NICOLA Benedetti has slammed “terrible” and “offensive” suggestions that too many elderly fans turn up for classical music concerts.
The 29-year-old violinist said it was wrong to criticise audiences for being old and there was nothing wrong with fewer youngsters attending performances.
The virtuoso musician, from West Kilbride, North Ayrshire, said classical music did not need to be presented “like a sweetie” for youngsters.
Bendetti, in a radio interview with the Canadian Broadcasting Corporation, suggested older people may naturally be at the stage when they can better appreciate classical music.
Asked what was wrong with modern classical music, she replied: “One thing we get wrong is to criticise the audience for being old, as if that’s negative.
“I can’t believe how terrible that is and how offensive it is to categorise a group in that way and to encourage a generation gap.
“There’s a feeling that an audience is typically old and that we need to do something like that, like it’s a problem to be fixed.
“I don’t think it’s a problem to fix at all. I think it’s a beautiful thing if people get to a stage in their life where they are maybe retired and have worked hard and brought up their family.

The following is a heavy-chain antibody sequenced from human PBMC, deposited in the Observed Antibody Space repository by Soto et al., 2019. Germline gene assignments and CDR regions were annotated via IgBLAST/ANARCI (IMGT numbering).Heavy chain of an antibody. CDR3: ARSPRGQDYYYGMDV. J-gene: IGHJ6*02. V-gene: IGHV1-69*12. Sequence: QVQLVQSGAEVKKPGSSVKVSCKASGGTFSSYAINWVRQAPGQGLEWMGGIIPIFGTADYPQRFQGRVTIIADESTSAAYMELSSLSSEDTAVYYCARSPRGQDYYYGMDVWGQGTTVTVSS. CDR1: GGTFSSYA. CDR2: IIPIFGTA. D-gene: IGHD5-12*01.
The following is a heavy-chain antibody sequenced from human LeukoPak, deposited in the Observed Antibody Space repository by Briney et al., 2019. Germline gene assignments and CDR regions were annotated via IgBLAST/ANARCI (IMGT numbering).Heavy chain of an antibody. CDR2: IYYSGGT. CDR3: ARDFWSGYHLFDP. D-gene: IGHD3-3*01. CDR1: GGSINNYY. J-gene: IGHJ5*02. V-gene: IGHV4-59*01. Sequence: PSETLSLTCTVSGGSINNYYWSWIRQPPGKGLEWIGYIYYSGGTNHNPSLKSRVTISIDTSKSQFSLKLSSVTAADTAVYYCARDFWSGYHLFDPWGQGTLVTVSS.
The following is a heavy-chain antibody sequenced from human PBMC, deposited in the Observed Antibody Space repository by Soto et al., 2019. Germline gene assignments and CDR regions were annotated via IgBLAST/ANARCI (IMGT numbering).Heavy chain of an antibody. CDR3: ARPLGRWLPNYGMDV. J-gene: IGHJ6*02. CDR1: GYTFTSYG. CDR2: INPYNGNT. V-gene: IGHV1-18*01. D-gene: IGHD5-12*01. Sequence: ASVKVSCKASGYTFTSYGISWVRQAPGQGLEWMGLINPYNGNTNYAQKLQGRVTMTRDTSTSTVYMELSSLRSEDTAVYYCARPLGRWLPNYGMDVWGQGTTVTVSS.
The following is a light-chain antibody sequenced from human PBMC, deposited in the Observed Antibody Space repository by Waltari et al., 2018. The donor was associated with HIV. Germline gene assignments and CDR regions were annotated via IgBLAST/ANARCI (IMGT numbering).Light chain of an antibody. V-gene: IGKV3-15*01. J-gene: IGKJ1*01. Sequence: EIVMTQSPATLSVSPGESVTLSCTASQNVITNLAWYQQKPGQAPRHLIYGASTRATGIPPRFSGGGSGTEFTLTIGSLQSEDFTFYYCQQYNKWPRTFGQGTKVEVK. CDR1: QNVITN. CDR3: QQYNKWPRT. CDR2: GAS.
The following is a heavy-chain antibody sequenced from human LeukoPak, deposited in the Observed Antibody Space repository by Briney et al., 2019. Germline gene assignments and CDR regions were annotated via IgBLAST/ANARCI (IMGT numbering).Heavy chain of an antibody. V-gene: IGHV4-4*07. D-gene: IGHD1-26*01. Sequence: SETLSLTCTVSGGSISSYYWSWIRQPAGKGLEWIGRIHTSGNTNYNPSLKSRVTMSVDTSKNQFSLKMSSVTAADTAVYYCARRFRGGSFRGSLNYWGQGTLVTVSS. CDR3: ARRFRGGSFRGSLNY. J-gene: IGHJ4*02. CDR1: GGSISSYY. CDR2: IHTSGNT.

“Are they going to keep going to pop and rock concerts for the rest of their life?
“You don’t need a kid to think [classical music] is like a sweetie.”
Bendetti is against the trend of classical music lovers being older, winning the BBC Young Musician of the Year competition in 2004, at the Usher Hall in Edinburgh.
A recent survey conducted by French researchers found that the average age of classical concert goers had increased from 36 to 61 since 1981.
But other musicians have also previously bemoaned the focus on attracting older audiences to concerts.
55-year-old classical pianist Stephen Hough previously said: “With old age comes wisdom, patience, subtlety, contemplation – all qualities needed to appreciate great and complex music.”
But others have disagreed with the sentiment.
Writing in an Australian magazine, pianist Anna Goldsworthy, 43, said: “Although we might all be marching towards death at the same tempo, it is difficult to escape the fact that my audience is several decades further down the road than I am.
“And I am less and less confident that a new audience will come marching in to replace them.
“It is reassuring to imagine that our audiences will naturally renew themselves, but last year, on tour with my trio, Seraphim, I started to have my doubts.”